The individual tools that we utilize each play a part. However, we tend to utilize them in a manner that focuses on isolated and directed operation rather than incorporating them into an overall learning loop. In other words, we install tools that we direct without asking them to help us find better directions to give.
Let me start with a definition: similar to thinking beings, a cognitive corporation™ leverages a feedback loop of information and experiences to inform future processes and rules. Fundamentally, learning is a process and it involves taking known facts and experiences and combining them to create new hypothesis which are tested in order to derive new facts, processes and rules. Unfortunately, we don’t often leverage our enterprise applications in this way.[Read More] Fuzzing – A Powerful Technique for Software Security Testing
It is unexpected input that is useful when looking to find untested paths through the code. If someone shows me an application for evaluation the last thing I need to worry about is using it in an expected fashion, everyone else will do that. In fact, I default to entering data outside the specification when looking at a new application. I don’t know that my team always appreciates the approach. They’d probably like to see the application work at least once while I’m in the room.
These days there is a formal name for testing of this type, fuzzing. A few years ago I preferred calling it “gorilla testing” since I liked the mental picture of beating on the application. (Remember the American Tourister luggage ad in the 1970s?) But alas, it appears that fuzzing has become the accepted term.
Fuzzing involves passing input that breaks the expected input “rules”. Those rules could come from some formal requirements, such as a RFC, or informal requirements, such as the set of parameters accepted by an application. Fuzzing tools can use formal standards, extracted patterns and even randomly generated inputs to test an applications resilience against unexpected or illegal input.[Read More] Semantic Web Summit (East) 2010 Concludes
I attended my first semantic web conference this week, the Semantic Web Summit (East) held in Boston. The focus of the event was how businesses can leverage semantic technologies. I was interested in what people were actually doing with the technology. The one and a half days of presentations were informative and diverse.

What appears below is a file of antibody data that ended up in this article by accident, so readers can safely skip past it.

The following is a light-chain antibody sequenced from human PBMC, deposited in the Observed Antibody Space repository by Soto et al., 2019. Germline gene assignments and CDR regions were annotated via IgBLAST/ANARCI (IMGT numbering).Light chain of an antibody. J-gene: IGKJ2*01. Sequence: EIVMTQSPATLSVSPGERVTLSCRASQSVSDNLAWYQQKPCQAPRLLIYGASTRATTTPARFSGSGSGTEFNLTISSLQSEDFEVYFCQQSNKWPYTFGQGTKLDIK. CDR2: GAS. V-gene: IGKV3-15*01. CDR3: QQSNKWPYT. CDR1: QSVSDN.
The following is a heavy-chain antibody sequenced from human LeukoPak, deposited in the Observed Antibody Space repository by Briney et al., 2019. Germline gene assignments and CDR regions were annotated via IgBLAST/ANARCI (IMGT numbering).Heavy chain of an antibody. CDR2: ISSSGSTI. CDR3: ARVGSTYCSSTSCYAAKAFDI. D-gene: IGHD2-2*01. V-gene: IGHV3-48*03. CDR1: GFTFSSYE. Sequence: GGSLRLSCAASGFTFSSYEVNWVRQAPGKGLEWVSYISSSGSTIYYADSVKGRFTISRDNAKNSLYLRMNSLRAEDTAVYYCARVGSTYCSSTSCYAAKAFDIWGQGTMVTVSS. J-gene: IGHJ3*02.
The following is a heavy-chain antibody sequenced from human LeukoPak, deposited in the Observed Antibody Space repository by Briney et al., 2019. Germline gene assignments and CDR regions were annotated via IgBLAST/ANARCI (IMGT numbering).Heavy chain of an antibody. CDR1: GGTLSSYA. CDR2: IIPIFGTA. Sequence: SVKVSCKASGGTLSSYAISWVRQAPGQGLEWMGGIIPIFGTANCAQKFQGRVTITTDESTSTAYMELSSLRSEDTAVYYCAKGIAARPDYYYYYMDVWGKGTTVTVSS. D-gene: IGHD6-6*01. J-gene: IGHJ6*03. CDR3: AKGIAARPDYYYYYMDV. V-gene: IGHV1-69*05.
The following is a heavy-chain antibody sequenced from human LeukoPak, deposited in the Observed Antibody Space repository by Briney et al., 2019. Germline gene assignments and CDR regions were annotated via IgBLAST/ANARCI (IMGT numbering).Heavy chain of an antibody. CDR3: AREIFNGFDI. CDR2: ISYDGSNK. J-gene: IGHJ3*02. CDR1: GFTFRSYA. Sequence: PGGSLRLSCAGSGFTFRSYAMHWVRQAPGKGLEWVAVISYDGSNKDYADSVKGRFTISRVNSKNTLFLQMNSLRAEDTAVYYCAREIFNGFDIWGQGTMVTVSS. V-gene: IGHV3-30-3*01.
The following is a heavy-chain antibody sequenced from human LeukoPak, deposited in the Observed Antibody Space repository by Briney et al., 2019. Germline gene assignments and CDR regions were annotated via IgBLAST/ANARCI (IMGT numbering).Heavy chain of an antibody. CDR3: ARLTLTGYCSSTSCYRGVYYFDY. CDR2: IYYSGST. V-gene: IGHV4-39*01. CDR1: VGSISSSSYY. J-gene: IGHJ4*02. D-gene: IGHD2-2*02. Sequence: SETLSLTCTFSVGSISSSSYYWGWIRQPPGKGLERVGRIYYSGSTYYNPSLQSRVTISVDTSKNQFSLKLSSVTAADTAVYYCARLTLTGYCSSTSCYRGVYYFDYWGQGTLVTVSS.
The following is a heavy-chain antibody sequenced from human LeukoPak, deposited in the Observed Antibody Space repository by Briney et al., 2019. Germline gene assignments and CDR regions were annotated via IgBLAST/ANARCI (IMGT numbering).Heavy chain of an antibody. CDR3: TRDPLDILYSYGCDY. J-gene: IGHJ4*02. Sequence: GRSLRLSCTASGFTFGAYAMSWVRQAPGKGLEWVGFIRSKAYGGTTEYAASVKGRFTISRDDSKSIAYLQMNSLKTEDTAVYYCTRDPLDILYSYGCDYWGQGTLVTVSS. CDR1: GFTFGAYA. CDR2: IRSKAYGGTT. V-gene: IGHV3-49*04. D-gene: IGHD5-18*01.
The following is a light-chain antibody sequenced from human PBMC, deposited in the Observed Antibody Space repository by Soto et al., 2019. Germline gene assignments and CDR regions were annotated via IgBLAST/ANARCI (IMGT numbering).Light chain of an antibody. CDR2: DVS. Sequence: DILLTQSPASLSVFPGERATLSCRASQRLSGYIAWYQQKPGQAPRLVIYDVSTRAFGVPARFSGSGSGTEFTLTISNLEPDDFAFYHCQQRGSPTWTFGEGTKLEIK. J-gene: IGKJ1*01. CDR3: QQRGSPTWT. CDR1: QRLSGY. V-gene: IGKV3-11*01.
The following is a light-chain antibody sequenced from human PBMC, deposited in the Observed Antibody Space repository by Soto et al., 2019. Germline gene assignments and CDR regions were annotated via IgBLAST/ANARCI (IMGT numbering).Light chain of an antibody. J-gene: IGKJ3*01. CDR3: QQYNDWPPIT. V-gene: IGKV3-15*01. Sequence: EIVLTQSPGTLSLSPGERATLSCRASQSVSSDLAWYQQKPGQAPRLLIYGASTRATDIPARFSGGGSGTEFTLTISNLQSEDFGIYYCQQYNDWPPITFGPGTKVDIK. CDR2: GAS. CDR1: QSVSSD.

Our host was Mills Davis, a name that I have encountered frequently during my exploration of the semantic web. He did a great job of keeping the sessions running on time as well as engaging the audience. The presentations were generally crisp and clear. In some cases the speaker presented a product that utilizes semantic concepts, describing its role in the value chain. In other cases we heard about challenges solved with semantic technologies.
My major takeaways were: 1) semantic technologies work and are being applied to a broad spectrum of problems and 2) the potential business applications of these technologies are vast and ripe for creative minds to explore. This all bodes well for people delving into semantic technologies since there is an infrastructure of tools and techniques available upon which to build while permitting broad opportunities to benefit from leveraging them.[Read More] JavaOne 2010 Concludes
My last two days at JavaOne 2010 included some interesting sessions as well as spending some time in the pavilion. I’ll mention a few of the session topics that I found interesting as well as some of the products that I intend to check out.
I attended a session on creating a web architecture focused on high-performance with low-bandwidth. The speaker was tasked with designing a web-based framework for the government of Ethiopia. He discussed the challenges that are presented by that country’s infrastructure – consider network speed on the order of 5Kbps between sites. He also had to work with an IT group that, although educated and intelligent, did not have a lot of depth beyond working with an Oracle database’s features.
His solution allows developers to create fully functional web applications that keep exchanged payloads under 10K. Although I understand the logic of the approach in this case, I’m not sure the technique would be practical in situations without such severe bandwidth and skill set limitations.
A basic theme during his talk was to keep the data and logic tightly co-located. In his case it is all located in the database (PL/SQL) but he agreed that it could all be in the application tier (e.g. NoSQL). I’m not convinced that this is a good approach to creating maintainable high-volume applications. It could be that the domain of business applications and business verticals in which I often find myself differ from the use cases that are common to developers promoting the removal of tiers from the stack (whether removing the DB server or the mid-tier logic server).
One part of his approach with which I absolutely concur is to push processing onto the client. The use of the client’s CPU seems common sense to me. The work is around balancing that with security and bandwidth. However, it can be done and I believe we will continue to find more effective ways to leverage all that computer power.[Read More]